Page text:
up and direction would remove all
stigma of personal isolation and
self-centered fear of our neigh-
bors that would inevitably be pres-
ent when any one nation attempted
to increase its military might. It
would instead plunge us more deep-
ly into the sphere of international
co-operation beyond boundary lines,
the policy to which we and most of
the world have committed ourselves.
-Ray Shinn

Publication in the Daily Official Bul-
letin is constructive notice to all mem-
bers of the University. Notices for the
Bulletin should be sent in typewritten
form to the Assistant to the President,
1021 Angell Hall, by 3:30 p. m. of the day
preceding publication (11:00 a. m. Sat-i
urdays).
TUESDAY, NOVEMBER 6, 1945
VOL. LVI, No. 5
Notices
Special Book Sale to Faculty-For
one week only, Nov. 3 to Nov. 10, the
University of Michigan Press is offer-
ing to the Faculty an opportunity to
buy, at very low prices, certain books
which have been declared excess
stock. A list of titles included in
this group will be placed in the hands
of all department heads and may be
consulted in the departmental office,
or copies of the lists may be obtained
at the Information Desk in the Uni-
versity Business Office. The books
themselves may be examined and pur-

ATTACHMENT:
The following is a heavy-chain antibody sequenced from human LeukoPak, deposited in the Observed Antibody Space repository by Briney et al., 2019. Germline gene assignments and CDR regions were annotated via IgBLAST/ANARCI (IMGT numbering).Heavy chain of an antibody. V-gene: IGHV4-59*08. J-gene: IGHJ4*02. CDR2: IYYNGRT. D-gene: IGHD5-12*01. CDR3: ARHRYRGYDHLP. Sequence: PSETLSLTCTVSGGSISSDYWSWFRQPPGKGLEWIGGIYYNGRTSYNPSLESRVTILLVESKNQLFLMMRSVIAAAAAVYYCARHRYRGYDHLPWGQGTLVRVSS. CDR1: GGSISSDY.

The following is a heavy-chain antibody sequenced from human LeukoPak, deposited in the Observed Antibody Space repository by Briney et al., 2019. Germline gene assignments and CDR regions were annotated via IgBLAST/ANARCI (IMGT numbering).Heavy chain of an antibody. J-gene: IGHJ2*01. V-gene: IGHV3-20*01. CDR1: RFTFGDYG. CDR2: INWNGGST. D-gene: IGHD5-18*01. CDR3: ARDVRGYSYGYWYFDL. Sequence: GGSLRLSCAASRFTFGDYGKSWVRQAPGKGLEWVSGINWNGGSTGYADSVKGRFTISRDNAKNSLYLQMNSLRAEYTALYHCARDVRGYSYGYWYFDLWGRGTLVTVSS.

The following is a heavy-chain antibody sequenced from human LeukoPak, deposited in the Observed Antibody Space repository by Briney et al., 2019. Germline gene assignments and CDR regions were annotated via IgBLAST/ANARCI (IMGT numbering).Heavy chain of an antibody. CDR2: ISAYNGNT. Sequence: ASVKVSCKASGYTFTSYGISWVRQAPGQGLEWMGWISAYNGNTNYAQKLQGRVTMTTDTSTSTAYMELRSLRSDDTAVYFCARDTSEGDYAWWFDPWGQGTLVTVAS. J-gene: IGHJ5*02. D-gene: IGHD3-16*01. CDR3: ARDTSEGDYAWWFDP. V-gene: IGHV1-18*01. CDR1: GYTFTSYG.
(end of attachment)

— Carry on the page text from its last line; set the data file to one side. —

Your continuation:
chased at the University Press Sales
Office, 311 Maynard Street, or may
be ordered by phone, University Ex-
tension 616. The offer will be with-
drawn at the expiration of the desig-
nated time.
To Deans, Directors, Department
Heads and Other Responsible for Pay-
rolls: Payrolls for the Fall Term are
ready for your approval. Please call
at Room 9, University Hall, begin-
ning Nov. 8 and not later than Nov.
13.
Urgent need for Dailies to send to
boys in service.
Mrs. Buchanan, Museums
Fraternity presidents of groups
which formerly maintained houses
should apply to the Office'of the Dean
of Students for blanks on which to
list current membership.
House Directors and Social Chair-
men are reminded that requests for
social events must be filed in the
Office of the Dean of Students not
later than the Monday before the
event for which approval is requested.
It. should be accomplished by written
acceptance from two sets of approved
chaperons and, in the case of frater-
nities and sororities, by approval from